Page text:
It’s a long way from a childhood growing up in west Long Beach, where her father worked in a factory and money was tight. Jenni’s dad dreamed of being a musician, not a gangster. He tried to interest her in singing as well. At 11, she remembers, her father, Pedro, took her to a competition. “I forgot the song in the middle and ran out crying.” (Later, as a sort of revenge, she ended up recording that very tune.)

Pedro was having trouble finding publishers for his music, so he decided to start his own label. And he financed it with a unique scheme in 1984.

“Somebody sold my dad this huge bag of defective Olympic pins,” Jenni remembers. “He fixed them and had each one of us at different corners at the Coliseum and the Sports Arena. We sold a lot of them, at a dollar apiece. That’s how he raised the money for the label.”

The Cintas Acuario label was born. But Jenni would not have much to do with it for quite a while. After getting pregnant while attending Poly High School, she dropped out and finished at a continuation school. “I was married and tied down to one of those macho men,” she says. But she was determined to do something for herself, and began a career in real estate. Her first marriage ended in 1992. The next year, she began to record occasionally with her father’s label. Her brother Lupillo had already started putting out records, and she saw it as a part-time thing to do, a hobby to supplement her real estate job.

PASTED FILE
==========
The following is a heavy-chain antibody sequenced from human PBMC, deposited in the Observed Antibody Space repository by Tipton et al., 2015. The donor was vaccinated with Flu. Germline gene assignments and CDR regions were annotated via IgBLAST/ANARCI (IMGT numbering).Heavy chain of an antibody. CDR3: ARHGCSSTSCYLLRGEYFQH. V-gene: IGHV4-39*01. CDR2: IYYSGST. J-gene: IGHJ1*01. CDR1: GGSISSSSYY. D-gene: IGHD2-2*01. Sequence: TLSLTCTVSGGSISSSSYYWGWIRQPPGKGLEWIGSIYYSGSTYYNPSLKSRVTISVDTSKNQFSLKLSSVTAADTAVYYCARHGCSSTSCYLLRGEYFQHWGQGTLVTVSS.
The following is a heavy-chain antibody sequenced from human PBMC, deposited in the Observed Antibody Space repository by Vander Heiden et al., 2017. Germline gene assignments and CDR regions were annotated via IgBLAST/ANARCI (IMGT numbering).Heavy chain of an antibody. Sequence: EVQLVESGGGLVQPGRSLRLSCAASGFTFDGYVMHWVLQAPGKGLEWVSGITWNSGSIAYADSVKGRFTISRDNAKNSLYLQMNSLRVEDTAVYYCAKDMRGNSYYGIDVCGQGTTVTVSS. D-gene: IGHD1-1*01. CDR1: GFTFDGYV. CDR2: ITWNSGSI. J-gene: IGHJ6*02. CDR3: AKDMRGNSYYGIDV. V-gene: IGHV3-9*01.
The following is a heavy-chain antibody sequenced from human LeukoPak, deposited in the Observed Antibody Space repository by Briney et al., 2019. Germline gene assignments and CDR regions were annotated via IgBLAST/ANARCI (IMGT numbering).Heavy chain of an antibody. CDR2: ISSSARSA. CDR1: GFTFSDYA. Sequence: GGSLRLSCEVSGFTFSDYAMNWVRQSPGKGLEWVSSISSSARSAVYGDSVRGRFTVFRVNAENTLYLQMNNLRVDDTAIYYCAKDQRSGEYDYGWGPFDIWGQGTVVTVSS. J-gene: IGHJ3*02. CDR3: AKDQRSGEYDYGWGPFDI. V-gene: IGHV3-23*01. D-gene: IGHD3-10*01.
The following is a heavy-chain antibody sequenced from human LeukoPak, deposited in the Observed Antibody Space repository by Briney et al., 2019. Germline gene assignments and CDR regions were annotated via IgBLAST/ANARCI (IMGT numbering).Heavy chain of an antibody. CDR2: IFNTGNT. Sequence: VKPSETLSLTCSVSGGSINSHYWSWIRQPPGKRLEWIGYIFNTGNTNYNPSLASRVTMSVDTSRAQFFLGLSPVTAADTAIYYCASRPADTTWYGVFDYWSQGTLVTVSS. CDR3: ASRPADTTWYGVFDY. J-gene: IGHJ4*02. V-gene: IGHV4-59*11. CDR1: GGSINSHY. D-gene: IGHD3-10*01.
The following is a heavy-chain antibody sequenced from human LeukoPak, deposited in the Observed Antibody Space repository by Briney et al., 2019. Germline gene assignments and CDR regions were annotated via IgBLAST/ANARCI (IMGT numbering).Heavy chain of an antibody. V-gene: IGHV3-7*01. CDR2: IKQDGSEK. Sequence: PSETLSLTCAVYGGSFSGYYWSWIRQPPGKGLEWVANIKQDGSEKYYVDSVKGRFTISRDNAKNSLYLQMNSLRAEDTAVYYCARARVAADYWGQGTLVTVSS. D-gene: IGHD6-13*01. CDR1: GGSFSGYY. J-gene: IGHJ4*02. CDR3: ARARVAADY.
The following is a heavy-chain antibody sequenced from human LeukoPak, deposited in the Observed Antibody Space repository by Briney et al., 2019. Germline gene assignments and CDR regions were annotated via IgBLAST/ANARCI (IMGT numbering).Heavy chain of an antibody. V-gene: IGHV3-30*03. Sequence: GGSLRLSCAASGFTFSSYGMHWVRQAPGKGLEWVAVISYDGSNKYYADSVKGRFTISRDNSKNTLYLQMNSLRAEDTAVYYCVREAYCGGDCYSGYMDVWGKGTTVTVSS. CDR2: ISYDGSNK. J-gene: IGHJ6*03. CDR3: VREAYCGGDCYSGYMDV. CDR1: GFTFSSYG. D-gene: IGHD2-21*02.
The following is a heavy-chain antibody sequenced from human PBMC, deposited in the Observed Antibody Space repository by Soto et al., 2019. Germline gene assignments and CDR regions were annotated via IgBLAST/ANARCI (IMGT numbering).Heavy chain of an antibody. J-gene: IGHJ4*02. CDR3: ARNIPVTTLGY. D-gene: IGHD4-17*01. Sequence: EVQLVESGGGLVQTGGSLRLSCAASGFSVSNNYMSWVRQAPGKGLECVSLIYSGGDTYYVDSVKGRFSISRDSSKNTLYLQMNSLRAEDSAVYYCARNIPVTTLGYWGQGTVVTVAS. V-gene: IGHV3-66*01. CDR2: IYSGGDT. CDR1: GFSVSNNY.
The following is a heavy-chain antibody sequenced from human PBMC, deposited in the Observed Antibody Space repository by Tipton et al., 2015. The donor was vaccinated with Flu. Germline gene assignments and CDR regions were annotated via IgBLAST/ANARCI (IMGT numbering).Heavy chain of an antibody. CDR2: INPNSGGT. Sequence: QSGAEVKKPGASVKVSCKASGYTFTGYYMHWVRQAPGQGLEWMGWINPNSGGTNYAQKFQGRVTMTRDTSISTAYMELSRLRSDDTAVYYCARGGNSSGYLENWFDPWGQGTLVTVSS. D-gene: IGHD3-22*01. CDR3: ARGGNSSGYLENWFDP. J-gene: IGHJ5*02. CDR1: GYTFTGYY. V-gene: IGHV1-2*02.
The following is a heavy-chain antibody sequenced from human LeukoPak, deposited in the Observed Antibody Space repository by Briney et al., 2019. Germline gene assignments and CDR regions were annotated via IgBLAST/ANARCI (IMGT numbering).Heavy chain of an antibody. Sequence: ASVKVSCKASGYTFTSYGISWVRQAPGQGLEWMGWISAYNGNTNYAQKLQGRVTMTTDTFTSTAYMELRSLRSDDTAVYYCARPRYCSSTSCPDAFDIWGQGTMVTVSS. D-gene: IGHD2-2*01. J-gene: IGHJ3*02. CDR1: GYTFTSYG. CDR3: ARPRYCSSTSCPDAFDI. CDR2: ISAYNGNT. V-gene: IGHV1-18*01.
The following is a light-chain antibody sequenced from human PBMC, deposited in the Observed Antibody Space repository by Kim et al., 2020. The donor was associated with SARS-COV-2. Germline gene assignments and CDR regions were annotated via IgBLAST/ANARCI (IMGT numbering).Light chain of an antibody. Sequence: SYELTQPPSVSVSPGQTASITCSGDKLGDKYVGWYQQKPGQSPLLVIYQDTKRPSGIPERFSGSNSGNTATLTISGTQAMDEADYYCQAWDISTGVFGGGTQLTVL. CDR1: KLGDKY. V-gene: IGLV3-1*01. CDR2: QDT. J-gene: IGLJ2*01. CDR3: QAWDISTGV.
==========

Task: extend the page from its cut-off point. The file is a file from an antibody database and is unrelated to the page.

But then, the Chalino Sanchez phenomenon hit the label. “Chalino was selling like crazy,” she says. “Lupillo was looking for new talent. My dad asked me to work full time for the label.”

So she did, helping with the business end of things. But, being the savvy American careerist that she is, she took a long look at the emerging Chalinito narcocorrido craze and brainstormed a way to make a real impact on the scene. She decided to record a corrido, something that was simply not being done by other women.

“I was a businesswoman,” she says. “I knew you had to have something unique to market. And writing was my best subject in school. So I wrote a corrido. It took me 30 minutes. I recorded it the next day.”

“La Chacalosa” was an instant hit. Soon, she was being called the First Lady of Corrido. “The song is about a girl, a daughter of a drug dealer, and how she’s on the run. It’s a Thelma and Louise thing. She’s the ‘bad one,'” Rivera says, which is a loose translation of “Chacalosa,” a word that literally means the “jackal-woman.”

Los amigos de mi padre me enseƱaron a tirar/

Me querian bien preparada, soy primera al disparar/

Las cachas de mi pistola de vuelo han de brillar

(My father’s friends taught me how to shoot/